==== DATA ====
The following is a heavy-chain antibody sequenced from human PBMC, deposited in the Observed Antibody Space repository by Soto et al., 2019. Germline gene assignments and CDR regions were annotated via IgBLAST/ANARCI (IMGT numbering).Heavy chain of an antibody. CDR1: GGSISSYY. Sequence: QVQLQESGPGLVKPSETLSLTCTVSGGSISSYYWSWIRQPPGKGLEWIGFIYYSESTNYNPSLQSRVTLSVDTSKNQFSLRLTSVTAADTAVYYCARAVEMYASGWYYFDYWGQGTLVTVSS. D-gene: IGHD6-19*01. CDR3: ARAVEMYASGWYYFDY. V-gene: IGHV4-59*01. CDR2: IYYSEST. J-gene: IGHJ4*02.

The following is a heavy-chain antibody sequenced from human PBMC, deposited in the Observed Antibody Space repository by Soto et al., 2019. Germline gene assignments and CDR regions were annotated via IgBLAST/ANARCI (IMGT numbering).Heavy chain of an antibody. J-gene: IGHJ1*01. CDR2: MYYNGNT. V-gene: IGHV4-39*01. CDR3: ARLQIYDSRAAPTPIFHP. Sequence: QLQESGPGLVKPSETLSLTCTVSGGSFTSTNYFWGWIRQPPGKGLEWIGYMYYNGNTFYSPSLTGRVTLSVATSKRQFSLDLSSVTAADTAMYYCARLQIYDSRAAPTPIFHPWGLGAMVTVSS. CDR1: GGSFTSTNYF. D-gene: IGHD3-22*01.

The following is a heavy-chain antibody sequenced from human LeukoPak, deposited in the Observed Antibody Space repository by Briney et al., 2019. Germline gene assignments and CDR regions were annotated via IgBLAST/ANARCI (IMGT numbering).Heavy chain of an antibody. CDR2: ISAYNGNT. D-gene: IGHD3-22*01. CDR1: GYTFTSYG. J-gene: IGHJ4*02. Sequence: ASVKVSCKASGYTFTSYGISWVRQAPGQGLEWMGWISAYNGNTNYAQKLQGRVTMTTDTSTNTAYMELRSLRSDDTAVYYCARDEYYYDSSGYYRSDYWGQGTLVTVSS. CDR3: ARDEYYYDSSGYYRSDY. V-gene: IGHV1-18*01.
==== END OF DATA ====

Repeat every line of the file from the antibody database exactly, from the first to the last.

The following is a heavy-chain antibody sequenced from human PBMC, deposited in the Observed Antibody Space repository by Soto et al., 2019. Germline gene assignments and CDR regions were annotated via IgBLAST/ANARCI (IMGT numbering).Heavy chain of an antibody. CDR1: GGSISSYY. Sequence: QVQLQESGPGLVKPSETLSLTCTVSGGSISSYYWSWIRQPPGKGLEWIGFIYYSESTNYNPSLQSRVTLSVDTSKNQFSLRLTSVTAADTAVYYCARAVEMYASGWYYFDYWGQGTLVTVSS. D-gene: IGHD6-19*01. CDR3: ARAVEMYASGWYYFDY. V-gene: IGHV4-59*01. CDR2: IYYSEST. J-gene: IGHJ4*02.

The following is a heavy-chain antibody sequenced from human PBMC, deposited in the Observed Antibody Space repository by Soto et al., 2019. Germline gene assignments and CDR regions were annotated via IgBLAST/ANARCI (IMGT numbering).Heavy chain of an antibody. J-gene: IGHJ1*01. CDR2: MYYNGNT. V-gene: IGHV4-39*01. CDR3: ARLQIYDSRAAPTPIFHP. Sequence: QLQESGPGLVKPSETLSLTCTVSGGSFTSTNYFWGWIRQPPGKGLEWIGYMYYNGNTFYSPSLTGRVTLSVATSKRQFSLDLSSVTAADTAMYYCARLQIYDSRAAPTPIFHPWGLGAMVTVSS. CDR1: GGSFTSTNYF. D-gene: IGHD3-22*01.

The following is a heavy-chain antibody sequenced from human LeukoPak, deposited in the Observed Antibody Space repository by Briney et al., 2019. Germline gene assignments and CDR regions were annotated via IgBLAST/ANARCI (IMGT numbering).Heavy chain of an antibody. CDR2: ISAYNGNT. D-gene: IGHD3-22*01. CDR1: GYTFTSYG. J-gene: IGHJ4*02. Sequence: ASVKVSCKASGYTFTSYGISWVRQAPGQGLEWMGWISAYNGNTNYAQKLQGRVTMTTDTSTNTAYMELRSLRSDDTAVYYCARDEYYYDSSGYYRSDYWGQGTLVTVSS. CDR3: ARDEYYYDSSGYYRSDY. V-gene: IGHV1-18*01.